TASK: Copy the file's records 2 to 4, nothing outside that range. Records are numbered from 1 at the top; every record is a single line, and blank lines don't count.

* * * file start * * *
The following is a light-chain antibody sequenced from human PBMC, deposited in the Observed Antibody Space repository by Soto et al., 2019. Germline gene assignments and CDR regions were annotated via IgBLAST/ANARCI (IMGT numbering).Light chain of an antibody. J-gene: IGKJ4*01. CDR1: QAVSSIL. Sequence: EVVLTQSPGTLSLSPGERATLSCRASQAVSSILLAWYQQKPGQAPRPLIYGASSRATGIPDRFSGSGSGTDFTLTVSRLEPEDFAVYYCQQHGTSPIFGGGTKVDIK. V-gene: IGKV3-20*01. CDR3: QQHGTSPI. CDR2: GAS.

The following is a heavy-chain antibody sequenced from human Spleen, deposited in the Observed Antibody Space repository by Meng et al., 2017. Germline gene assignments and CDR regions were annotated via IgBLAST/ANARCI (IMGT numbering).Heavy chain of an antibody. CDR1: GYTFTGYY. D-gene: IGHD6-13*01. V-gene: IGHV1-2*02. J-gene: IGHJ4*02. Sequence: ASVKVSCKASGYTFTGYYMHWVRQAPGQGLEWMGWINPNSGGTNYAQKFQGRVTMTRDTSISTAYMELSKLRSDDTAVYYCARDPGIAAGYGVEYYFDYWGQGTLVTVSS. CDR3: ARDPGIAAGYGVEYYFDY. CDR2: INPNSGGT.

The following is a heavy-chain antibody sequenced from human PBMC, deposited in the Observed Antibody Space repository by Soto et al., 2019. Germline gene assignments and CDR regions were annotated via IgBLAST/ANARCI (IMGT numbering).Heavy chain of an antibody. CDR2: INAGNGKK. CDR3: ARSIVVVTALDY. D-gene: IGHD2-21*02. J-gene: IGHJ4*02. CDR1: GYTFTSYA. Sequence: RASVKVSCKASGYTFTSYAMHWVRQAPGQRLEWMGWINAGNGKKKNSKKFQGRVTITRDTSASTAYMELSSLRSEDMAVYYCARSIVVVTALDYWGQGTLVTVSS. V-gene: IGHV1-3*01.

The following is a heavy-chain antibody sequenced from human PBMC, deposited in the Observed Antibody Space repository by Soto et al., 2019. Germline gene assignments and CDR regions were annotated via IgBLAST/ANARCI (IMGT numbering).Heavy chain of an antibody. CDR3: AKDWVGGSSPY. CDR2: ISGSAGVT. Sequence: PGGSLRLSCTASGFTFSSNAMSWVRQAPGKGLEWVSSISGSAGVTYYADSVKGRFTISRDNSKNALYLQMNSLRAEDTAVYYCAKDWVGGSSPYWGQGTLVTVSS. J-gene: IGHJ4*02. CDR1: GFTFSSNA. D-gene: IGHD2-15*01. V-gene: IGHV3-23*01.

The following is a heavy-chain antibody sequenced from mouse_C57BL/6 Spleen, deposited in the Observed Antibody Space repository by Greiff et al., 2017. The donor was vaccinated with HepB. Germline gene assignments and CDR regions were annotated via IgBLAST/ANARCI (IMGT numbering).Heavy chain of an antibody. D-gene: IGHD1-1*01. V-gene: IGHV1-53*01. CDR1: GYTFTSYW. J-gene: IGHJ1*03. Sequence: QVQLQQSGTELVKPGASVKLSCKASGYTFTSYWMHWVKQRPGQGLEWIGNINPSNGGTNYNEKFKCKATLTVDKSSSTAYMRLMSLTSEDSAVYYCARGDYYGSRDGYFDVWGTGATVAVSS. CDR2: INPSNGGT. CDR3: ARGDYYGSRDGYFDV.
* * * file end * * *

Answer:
The following is a heavy-chain antibody sequenced from human Spleen, deposited in the Observed Antibody Space repository by Meng et al., 2017. Germline gene assignments and CDR regions were annotated via IgBLAST/ANARCI (IMGT numbering).Heavy chain of an antibody. CDR1: GYTFTGYY. D-gene: IGHD6-13*01. V-gene: IGHV1-2*02. J-gene: IGHJ4*02. Sequence: ASVKVSCKASGYTFTGYYMHWVRQAPGQGLEWMGWINPNSGGTNYAQKFQGRVTMTRDTSISTAYMELSKLRSDDTAVYYCARDPGIAAGYGVEYYFDYWGQGTLVTVSS. CDR3: ARDPGIAAGYGVEYYFDY. CDR2: INPNSGGT.

The following is a heavy-chain antibody sequenced from human PBMC, deposited in the Observed Antibody Space repository by Soto et al., 2019. Germline gene assignments and CDR regions were annotated via IgBLAST/ANARCI (IMGT numbering).Heavy chain of an antibody. CDR2: INAGNGKK. CDR3: ARSIVVVTALDY. D-gene: IGHD2-21*02. J-gene: IGHJ4*02. CDR1: GYTFTSYA. Sequence: RASVKVSCKASGYTFTSYAMHWVRQAPGQRLEWMGWINAGNGKKKNSKKFQGRVTITRDTSASTAYMELSSLRSEDMAVYYCARSIVVVTALDYWGQGTLVTVSS. V-gene: IGHV1-3*01.

The following is a heavy-chain antibody sequenced from human PBMC, deposited in the Observed Antibody Space repository by Soto et al., 2019. Germline gene assignments and CDR regions were annotated via IgBLAST/ANARCI (IMGT numbering).Heavy chain of an antibody. CDR3: AKDWVGGSSPY. CDR2: ISGSAGVT. Sequence: PGGSLRLSCTASGFTFSSNAMSWVRQAPGKGLEWVSSISGSAGVTYYADSVKGRFTISRDNSKNALYLQMNSLRAEDTAVYYCAKDWVGGSSPYWGQGTLVTVSS. J-gene: IGHJ4*02. CDR1: GFTFSSNA. D-gene: IGHD2-15*01. V-gene: IGHV3-23*01.